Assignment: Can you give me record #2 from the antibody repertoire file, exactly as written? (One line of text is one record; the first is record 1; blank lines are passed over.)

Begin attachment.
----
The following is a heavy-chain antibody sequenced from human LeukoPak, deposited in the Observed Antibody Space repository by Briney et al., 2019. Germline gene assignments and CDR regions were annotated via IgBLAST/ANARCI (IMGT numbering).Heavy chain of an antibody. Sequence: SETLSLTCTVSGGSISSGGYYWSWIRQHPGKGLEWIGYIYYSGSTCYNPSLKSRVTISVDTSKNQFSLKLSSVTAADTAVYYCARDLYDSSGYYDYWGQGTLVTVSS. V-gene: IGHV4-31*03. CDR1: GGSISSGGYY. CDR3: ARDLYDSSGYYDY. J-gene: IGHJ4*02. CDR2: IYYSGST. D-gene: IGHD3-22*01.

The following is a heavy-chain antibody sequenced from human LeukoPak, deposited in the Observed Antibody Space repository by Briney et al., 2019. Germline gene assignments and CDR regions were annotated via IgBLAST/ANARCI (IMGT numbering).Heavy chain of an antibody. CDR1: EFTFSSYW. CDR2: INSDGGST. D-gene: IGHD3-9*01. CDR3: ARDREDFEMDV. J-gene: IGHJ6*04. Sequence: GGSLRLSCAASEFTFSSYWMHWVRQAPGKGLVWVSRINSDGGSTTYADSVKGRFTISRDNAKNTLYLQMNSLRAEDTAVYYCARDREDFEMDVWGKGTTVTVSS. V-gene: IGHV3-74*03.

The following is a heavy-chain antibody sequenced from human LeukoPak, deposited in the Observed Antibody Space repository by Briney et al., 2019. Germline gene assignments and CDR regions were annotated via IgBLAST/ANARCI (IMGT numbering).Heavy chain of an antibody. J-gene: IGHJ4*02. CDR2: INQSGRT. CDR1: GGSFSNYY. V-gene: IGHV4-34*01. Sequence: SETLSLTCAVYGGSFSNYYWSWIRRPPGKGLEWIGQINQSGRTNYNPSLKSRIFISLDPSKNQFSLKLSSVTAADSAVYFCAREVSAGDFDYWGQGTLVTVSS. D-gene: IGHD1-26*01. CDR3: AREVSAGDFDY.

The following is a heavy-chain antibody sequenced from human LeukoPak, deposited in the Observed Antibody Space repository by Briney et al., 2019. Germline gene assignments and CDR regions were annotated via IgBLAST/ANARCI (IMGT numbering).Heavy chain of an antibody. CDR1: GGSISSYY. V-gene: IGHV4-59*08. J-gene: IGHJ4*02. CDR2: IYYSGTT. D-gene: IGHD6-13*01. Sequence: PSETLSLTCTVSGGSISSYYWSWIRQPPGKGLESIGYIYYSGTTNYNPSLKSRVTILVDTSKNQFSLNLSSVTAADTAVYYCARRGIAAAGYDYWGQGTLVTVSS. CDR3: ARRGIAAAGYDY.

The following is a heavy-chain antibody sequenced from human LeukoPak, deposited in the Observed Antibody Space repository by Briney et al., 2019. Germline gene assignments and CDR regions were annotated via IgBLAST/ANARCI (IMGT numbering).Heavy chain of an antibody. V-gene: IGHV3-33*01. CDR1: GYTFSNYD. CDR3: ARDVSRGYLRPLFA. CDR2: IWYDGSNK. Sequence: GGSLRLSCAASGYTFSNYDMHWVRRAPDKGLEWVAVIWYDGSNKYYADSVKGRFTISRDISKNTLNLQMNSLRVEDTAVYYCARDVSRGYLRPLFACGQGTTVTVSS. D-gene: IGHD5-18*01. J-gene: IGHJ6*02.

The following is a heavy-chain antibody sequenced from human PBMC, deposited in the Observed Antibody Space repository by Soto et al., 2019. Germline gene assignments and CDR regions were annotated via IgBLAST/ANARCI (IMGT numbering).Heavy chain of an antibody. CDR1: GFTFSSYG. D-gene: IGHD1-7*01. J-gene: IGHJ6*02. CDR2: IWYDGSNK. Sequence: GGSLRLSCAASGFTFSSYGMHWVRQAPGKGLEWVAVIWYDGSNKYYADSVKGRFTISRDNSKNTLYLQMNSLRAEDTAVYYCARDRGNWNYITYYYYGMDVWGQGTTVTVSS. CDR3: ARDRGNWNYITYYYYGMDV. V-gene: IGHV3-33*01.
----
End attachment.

The following is a heavy-chain antibody sequenced from human LeukoPak, deposited in the Observed Antibody Space repository by Briney et al., 2019. Germline gene assignments and CDR regions were annotated via IgBLAST/ANARCI (IMGT numbering).Heavy chain of an antibody. CDR1: EFTFSSYW. CDR2: INSDGGST. D-gene: IGHD3-9*01. CDR3: ARDREDFEMDV. J-gene: IGHJ6*04. Sequence: GGSLRLSCAASEFTFSSYWMHWVRQAPGKGLVWVSRINSDGGSTTYADSVKGRFTISRDNAKNTLYLQMNSLRAEDTAVYYCARDREDFEMDVWGKGTTVTVSS. V-gene: IGHV3-74*03.